The bank, DNB, like its home country, has experienced a rush of money from American investors looking for safety while they wait out the debt crisis in Europe and slowing economic growth in America and China. Just about every day, the front desk receptionist at DNB takes cold calls from investors wanting to buy Norway’s bonds or some other asset tied to Scandinavia’s healthy economy.
“A few years ago, these people wouldn’t have known where Norway was on the world map,” said Clifford Queen, a DNB bond trader in New York.
Government bonds issued by the United States, Germany and Japan are still the primary havens for scared investors around the globe. The demand has pushed down the interest rate on the 10-year United States Treasury bond to record lows around 1.5 percent. But investors have begun to worry about holding too many Treasury bonds as other safe alternatives dwindle as a result of the economic troubles sweeping the globe. This has led many investors to places that used to be on the fringes of the investing world like Norway, Sweden, Canada and Australia.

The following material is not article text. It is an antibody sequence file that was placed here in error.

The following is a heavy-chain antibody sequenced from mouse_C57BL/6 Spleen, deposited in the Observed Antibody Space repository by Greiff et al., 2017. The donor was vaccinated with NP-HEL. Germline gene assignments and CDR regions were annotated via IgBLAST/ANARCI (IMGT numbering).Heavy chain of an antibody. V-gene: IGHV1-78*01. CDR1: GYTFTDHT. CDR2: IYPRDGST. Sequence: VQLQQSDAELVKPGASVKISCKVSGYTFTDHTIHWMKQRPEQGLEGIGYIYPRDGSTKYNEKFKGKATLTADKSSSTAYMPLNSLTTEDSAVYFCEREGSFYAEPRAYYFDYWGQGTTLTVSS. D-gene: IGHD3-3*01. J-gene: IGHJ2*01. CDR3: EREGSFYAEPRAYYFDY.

These countries offer little of the risk, or the outsize returns, that were so alluring to investors before the financial crisis. But now that fear is the main motivator — strategists call it seeking a return of equity instead of a return on equity — healthy government finances are a powerful magnet for money.Page 1 of 7 | Next Page